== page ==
One evening in 1976 I went to a great concert, and realized what I had been missing. Some friends called me up and said, “Come on Lorin, let’s go to the Hollywood Bowl and hear Leonard somebody conducting the something orchestra, playing the something concerto. We have tickets.” I was so utterly into all things Indian that I had not been paying attention to Western culture at all, except for science. I’d never heard of these people so I had no idea what was about to happen to me.

My friends were classy, so we had seats up front, and wine and crackers. The orchestra came out and got settled. Then after awhile the conductor and two guys with violins walked out and greeted everyone.

The conductor raised his arms and then the first notes hit the silence and sent a wave of thrill through the air. Emanating from the conductor, the two violinists, supported by the whole orchestra, was a waterfall of incandescent brilliance. Time stood still, and then danced.

In a moment, I was transported into deep meditation, similar to where I would get after maybe a month of a silent retreat, but this was combined with an awareness of the outer world. The woven texture of sound was so divinely intelligent and evocative that I was able to hear an ocean of silence and simultaneously witness each note arising, playing around and then dissolving.

After an hour, the thought came to me, “Oh, if this brilliance is happening, there must be a current of revelation, a tradition of wisdom in Western culture.” This was news to me. The conductor was Leonard Bernstein, the band was the New York Philharmonic, and Yehudi Menuhin and Itzhak Perlman were on lead violin. Clearly these were masters, and they were playing the Brandenburg Concertos. This was one of the great performances, and I remain permanently changed. The world is a larger and better place for me because of attending this event.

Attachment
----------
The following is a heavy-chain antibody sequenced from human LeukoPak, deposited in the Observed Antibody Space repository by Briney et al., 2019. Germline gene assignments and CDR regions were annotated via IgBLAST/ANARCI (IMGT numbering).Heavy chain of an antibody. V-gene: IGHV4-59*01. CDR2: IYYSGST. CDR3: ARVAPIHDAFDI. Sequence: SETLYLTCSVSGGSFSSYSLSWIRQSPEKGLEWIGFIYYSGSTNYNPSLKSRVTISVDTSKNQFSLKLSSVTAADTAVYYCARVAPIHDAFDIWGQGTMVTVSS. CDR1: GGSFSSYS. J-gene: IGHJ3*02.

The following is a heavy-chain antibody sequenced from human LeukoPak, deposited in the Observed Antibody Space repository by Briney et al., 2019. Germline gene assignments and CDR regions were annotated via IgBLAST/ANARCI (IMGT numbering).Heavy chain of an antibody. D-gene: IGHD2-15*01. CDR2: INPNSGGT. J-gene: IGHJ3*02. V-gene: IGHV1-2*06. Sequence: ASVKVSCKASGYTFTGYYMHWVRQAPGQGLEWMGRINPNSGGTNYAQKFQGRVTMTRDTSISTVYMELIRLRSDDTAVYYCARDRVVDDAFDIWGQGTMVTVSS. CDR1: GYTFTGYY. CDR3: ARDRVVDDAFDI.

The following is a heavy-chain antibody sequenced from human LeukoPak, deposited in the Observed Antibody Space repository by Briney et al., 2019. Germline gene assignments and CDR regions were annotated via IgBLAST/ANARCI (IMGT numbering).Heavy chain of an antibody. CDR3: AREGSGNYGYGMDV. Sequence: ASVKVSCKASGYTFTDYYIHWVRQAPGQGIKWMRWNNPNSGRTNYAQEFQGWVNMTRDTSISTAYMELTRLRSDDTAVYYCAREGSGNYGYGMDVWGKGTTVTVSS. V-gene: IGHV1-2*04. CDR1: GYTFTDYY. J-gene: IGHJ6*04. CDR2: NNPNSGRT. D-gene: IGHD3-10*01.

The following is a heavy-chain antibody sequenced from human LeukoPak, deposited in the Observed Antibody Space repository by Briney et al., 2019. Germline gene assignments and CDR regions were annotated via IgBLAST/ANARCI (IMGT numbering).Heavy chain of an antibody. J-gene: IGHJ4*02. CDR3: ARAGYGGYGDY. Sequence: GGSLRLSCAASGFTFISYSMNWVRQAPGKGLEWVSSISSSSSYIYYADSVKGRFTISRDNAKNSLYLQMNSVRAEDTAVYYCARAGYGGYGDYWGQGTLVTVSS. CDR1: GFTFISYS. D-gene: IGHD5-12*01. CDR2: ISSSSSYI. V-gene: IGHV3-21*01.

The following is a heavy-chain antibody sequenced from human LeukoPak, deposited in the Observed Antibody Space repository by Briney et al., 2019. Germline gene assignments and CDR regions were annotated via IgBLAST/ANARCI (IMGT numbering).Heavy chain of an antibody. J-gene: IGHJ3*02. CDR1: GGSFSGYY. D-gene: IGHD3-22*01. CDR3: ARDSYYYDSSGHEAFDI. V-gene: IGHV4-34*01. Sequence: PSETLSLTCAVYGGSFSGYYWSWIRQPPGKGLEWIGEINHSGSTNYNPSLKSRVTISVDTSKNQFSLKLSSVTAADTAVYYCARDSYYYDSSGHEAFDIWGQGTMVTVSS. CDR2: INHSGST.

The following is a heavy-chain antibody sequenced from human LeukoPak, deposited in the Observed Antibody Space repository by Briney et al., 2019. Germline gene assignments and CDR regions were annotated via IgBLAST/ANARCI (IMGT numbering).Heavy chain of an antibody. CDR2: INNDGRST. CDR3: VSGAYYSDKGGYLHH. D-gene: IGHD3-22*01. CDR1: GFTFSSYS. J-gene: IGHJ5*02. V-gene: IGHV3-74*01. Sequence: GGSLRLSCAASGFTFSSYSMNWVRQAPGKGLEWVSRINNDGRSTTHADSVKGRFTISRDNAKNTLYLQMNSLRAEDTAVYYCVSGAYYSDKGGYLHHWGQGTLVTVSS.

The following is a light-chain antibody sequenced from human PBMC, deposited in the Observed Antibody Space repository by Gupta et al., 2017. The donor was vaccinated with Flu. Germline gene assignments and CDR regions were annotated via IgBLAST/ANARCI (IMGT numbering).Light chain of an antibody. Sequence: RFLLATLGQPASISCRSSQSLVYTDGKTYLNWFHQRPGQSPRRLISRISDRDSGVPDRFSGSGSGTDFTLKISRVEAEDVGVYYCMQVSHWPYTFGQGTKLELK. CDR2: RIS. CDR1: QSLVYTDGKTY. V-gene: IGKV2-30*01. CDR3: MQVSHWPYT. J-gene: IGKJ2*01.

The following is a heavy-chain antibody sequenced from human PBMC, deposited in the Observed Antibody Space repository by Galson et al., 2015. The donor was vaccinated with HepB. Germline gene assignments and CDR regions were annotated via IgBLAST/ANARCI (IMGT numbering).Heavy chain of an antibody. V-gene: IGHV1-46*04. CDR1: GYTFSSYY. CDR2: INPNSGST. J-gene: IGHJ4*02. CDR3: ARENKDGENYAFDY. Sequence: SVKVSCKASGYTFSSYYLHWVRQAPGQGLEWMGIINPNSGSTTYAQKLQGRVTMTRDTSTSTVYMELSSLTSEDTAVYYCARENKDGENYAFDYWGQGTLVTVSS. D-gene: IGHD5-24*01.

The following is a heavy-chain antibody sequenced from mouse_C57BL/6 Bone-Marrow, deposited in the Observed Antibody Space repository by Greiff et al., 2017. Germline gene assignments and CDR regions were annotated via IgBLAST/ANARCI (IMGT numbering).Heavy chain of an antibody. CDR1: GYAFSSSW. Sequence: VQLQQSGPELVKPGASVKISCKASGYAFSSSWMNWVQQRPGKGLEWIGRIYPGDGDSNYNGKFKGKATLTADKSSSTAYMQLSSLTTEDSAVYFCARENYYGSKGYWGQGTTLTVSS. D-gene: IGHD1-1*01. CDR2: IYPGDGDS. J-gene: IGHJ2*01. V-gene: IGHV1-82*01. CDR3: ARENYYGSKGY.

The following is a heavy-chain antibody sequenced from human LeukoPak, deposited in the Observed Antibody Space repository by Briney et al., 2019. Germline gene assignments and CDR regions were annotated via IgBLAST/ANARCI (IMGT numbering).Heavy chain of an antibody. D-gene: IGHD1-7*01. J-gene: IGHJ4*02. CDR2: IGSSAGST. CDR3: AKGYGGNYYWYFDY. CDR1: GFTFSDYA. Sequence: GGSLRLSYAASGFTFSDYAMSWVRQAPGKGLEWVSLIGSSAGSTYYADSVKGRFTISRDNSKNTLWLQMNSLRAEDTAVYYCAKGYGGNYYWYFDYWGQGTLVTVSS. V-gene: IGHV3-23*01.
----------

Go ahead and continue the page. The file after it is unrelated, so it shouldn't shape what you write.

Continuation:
I am one of those people who require a Yoga practice to stay tuned enough to fully appreciate music and enter the rapture with every cell of my body. I need to approach music from both sides – from silence coming to music, and from outer music leading me toward silence. If I don’t meditate every day, engage in pranayama, and do asana, I slowly lose my “attunement” and after awhile music does not touch me so deeply. What a shame that would be.

What methods tune your body and nerves so that you are able to enter music with the mind of a yogi? What is the music you love so much you want to dissolve into it? What music is so ravishing that it leaves you in a stunned and pulsating silence, the “aesthetic arrest” James Joyce identified, in which your mind goes silent in awe of the presence of great beauty?

The Vijnana Bhairava Tantra describes 112 Yogas of wonder and delight for touching the divine in the midst of daily life. The teaching is framed as a conversation between lovers, Shakti and Shiva, the Goddess Who is the Creative Power of the Universe, and the God who is the Consciousness That Permeates Everywhere.

Dr. Lorin Roche has been practicing and teaching these methods since 1968. He has a PhD from the University of California at Irvine, where his research focused on the language meditators generate to describe their inner experiences. The Radiance Sutras, a new version of the Vijnana Bhairava Tantra, is available from Lorin’s website,